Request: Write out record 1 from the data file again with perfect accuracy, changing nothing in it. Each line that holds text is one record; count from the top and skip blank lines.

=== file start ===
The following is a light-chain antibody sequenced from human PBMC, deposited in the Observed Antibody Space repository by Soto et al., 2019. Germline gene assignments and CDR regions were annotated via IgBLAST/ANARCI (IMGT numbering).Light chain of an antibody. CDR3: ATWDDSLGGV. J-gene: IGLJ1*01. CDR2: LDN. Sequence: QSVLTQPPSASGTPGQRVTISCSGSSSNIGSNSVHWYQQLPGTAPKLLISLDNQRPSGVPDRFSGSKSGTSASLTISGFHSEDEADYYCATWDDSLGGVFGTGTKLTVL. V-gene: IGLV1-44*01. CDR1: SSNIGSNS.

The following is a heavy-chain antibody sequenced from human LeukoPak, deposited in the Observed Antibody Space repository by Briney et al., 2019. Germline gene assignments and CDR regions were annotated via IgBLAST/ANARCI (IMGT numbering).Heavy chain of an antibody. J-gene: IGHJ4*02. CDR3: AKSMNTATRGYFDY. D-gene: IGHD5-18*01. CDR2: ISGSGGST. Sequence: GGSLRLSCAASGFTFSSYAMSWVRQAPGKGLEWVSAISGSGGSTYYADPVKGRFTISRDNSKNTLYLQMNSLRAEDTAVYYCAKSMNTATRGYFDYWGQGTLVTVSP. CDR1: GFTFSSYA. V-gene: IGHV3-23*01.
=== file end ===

The following is a light-chain antibody sequenced from human PBMC, deposited in the Observed Antibody Space repository by Soto et al., 2019. Germline gene assignments and CDR regions were annotated via IgBLAST/ANARCI (IMGT numbering).Light chain of an antibody. CDR3: ATWDDSLGGV. J-gene: IGLJ1*01. CDR2: LDN. Sequence: QSVLTQPPSASGTPGQRVTISCSGSSSNIGSNSVHWYQQLPGTAPKLLISLDNQRPSGVPDRFSGSKSGTSASLTISGFHSEDEADYYCATWDDSLGGVFGTGTKLTVL. V-gene: IGLV1-44*01. CDR1: SSNIGSNS.